By Masoud Hasen and Shushan Mebrahtu
Deep winter has arrived in Qamishli, a city in north-eastern Syria. Temperatures have begun to drop as low as 3°C, making the harshest living conditions even more desperate. In a former primary school-turned-shelter, families forced to flee their homes live in crammed, freezing classrooms, using whatever materials they can find to try and keep warm. Many of them burn firewood for cooking and heating, while others use litter they can collect from the streets. Most cannot afford to buy stoves, the ones who can are always in need of money for fuel.
In these appalling conditions, it is the children who suffer the most. Amongst the 300,000 internally displaced people now living in Al-Hasakeh there are many children who have lost parents during the ongoing crisis. Most of them have been forced out of school and into work in order to help their mothers make ends meet.
Ali, aged 8, and his family fled their hometown near Tel Hamis in northeastern Syria almost a year ago. His father died from kidney failure a few months later leaving behind Ali, his mother and six siblings who now live in the Abdulaziz primary school with another 60 families. Ali’s mother works full time but earns too little to provide even the most basic necessities for the family of eight. Although Ali works in a sweets shop, his income of 250 Syrian Pound (less than US$ 1) is too meagre to make any difference. But the difficult situation he is living in has not deterred him from perusing his education. Ali goes to school in the morning and works in afternoons.
“I have been walking barefoot for the last two weeks,” Ali sobs as he tells his story to UNICEF. “We have nothing to use for heating at home. I want winter clothes and boots.”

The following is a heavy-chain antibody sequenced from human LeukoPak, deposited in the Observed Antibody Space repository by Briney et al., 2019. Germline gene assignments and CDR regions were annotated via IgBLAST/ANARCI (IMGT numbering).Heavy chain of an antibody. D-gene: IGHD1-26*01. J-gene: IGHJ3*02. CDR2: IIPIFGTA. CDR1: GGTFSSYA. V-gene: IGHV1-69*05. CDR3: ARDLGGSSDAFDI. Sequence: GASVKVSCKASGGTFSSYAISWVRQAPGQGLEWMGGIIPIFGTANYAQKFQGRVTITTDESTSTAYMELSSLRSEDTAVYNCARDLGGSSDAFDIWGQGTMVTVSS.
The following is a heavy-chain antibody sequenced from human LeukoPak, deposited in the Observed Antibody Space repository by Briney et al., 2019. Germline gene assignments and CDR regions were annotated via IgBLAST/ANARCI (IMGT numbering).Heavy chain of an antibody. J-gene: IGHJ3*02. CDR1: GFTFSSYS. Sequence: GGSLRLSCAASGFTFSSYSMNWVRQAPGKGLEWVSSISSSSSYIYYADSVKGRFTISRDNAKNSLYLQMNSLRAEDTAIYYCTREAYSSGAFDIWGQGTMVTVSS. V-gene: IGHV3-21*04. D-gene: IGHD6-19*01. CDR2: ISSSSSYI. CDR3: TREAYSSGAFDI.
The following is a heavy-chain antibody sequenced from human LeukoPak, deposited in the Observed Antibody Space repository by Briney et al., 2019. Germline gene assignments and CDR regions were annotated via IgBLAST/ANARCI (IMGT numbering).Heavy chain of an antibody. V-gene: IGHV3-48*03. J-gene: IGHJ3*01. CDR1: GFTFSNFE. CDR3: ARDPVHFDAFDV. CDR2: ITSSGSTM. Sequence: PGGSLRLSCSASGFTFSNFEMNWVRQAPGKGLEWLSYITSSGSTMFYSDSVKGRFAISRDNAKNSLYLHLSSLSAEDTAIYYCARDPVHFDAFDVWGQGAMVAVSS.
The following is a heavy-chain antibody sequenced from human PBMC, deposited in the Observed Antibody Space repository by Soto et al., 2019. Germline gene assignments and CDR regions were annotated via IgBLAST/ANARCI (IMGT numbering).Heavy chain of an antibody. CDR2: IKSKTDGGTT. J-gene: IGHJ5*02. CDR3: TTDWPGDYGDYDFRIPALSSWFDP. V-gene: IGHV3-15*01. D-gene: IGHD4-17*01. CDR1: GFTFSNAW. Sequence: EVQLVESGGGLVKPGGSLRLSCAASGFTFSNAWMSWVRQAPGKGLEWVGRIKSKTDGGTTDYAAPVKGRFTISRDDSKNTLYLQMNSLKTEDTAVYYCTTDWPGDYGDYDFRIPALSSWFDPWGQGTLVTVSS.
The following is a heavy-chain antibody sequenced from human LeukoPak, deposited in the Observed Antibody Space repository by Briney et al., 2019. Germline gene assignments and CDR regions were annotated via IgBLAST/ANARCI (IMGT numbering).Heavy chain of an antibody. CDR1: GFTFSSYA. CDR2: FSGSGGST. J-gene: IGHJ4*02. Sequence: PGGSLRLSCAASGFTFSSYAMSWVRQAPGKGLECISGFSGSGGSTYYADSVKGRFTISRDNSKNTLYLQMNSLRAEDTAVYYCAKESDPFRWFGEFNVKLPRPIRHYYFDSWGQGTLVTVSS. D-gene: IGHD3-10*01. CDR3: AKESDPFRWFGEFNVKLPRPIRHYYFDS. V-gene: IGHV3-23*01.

“Our life back in the village was better than here,” Yasmin, Ali’s elder sister recounts with sad eyes. “We had a beautiful house and three bedrooms for my parents and my siblings, and a nice garden in our backyard. My only dream is to go back to our home and live together as before.”
For the over 6.5 million displaced people, basic resources for winter are particularly difficult to come by. Forced to leave at short notice, families often arrive at shelters like Abdulaziz School with only the clothes they have on. No matter how hard they try, whatever they earn never seems enough. Many families’ finances have been exhausted; making purchases of essential items such as fuel, warm clothing and blankets impossible.
Refet Souliman, a 55-year old widow fled her village of Sharmoux. “I left empty handed after my village was attacked and saw two of my sons killed,” She and her six remaining children now live in the Abdulalziz School with 68 other families where keeping warm is a daily struggle. “Because I stay at home to look after my disabled son, we have to rely on one daughter to earn enough for all of us,” she explains. “The school is so cold, especially during the night with no furniture or fuel. Yesterday we bought an old fuel heater, but we still can’t afford the fuel.”
To help children and their families like Ali’s and Refet’s face the hard weather conditions ahead, UNICEF has launched a Winterization Response plan, targeting over 1 million Syrian children with clothes, blankets, and school heating supplies. So far UNICEF has procured 363,000 locally produced winter clothing kits, 116,300 blankets and 2,000 school heaters. The focus will be on children who have been hit the hardest, including the internally displaced.
“The cold weather will be even more challenging for Syrian families whose coping mechanisms have been stretched to the limit.” Says Hanna Singer, UNICEF Representative in Syria. “It is a life-saving necessity that we provide winter support to ensure that their children are adequately cared for and kept warm.”